Friday, August 24, 2007

Reid on Marriage: Its Relationship to Religion, Law and the State

Charles J. Reid, Jr., Univ. of St. Thomas School of Law (Minnesota), has posted a new article, Marriage: Its Relationship to Religion, Law, and the State. It is forthcoming in Jurist. Here's the abstract:
This Article draws inspiration from the work of Fr. John Lynch, especially his studies of canonical influence on secular legal orders. Fr. Lynch appreciated that, in common with other legal systems, canon law was not a self-contained system of rules that should be studied in isolation from other intellectual currents. He further understood the pervasive influence canon law has had on western law generally, secular as well as sacred.
While the paper's purpose is broad – to examine the relationship of religion, the state, and marriage, it is largely historical in focus and concerned with the ways in which medieval canon law both directly and through the mediation of early-modern Anglican canon law, influenced American jurists and judges of the nineteenth and twentieth centuries. It has a philosophical dimension also, in its contention that this historical record reflects an inevitable human reality – that law and religion, marriage and the state not only have historically influenced each other but that they must do so, as a condition of a healthy society.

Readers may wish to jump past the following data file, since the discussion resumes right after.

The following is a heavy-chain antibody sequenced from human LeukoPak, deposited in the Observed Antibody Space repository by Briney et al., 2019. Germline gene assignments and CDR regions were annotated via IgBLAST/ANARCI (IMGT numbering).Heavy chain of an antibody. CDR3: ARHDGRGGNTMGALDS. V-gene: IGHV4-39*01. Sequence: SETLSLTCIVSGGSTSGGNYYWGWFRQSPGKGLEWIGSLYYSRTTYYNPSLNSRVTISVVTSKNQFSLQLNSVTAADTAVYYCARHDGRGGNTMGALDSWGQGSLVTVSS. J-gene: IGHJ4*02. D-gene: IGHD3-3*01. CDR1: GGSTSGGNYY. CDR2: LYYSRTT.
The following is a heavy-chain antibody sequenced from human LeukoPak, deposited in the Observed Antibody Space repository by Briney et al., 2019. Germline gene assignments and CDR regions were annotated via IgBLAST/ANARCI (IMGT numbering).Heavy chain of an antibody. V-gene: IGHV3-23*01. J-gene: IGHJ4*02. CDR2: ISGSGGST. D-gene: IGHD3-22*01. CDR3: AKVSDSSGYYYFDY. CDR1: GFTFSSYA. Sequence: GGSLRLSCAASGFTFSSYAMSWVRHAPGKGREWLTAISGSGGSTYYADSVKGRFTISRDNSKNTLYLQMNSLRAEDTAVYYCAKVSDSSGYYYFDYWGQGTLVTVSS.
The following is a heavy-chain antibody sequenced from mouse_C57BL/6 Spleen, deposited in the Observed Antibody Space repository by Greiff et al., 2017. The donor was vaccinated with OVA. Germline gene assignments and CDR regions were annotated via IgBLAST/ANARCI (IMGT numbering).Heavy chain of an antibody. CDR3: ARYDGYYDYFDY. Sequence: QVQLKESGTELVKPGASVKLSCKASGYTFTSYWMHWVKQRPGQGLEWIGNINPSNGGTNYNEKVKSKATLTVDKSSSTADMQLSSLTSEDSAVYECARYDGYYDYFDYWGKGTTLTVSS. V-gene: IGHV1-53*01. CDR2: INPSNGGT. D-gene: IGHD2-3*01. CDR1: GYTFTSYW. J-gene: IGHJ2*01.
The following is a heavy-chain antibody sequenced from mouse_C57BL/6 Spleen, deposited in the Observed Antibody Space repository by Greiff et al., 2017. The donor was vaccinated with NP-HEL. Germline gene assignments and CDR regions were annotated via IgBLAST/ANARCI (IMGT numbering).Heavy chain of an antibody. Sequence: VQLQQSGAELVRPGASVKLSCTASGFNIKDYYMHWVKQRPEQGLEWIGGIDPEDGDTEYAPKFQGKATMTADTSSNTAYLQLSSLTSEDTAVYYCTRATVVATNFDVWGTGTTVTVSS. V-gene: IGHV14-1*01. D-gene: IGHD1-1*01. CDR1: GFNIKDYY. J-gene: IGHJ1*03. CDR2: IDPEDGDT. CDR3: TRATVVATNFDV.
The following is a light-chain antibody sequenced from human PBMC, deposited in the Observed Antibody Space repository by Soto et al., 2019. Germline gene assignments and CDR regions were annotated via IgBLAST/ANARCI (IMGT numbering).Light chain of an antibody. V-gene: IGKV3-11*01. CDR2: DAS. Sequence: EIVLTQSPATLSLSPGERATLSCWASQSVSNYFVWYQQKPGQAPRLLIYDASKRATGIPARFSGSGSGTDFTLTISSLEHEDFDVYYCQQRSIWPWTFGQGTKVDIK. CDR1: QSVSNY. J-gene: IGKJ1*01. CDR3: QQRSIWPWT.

Marriage has been associated, within the western tradition, for nearly two millennia, with religious insight. In all societies, marriage is signified by some form of symbolic action or exchange; it reflects commitments not only by the individuals involved, but by larger communities, whether they be family, church, locality, or something larger or smaller than these groups. Marriage is a commitment that embraces not only the good of the parties, but points to something larger – a given society's sense of the ultimate.
Law itself points to a larger substantive vision of the good. For this reason, some, like Harold Berman, argue that the law itself has a religious dimension that we deny at the risk of imperiling the soundness of a society's legal order. And this religious dimension of law, this sense that the law must embody some larger, more transcendent understanding of right and wrong, also lies behind and animates much of the contemporary debate over marriage. Legislative or judicial attempts to sever the traditional bonds among marriage, religion, and law, are, for these reasons, doomed to failure, in either the short or the long term.

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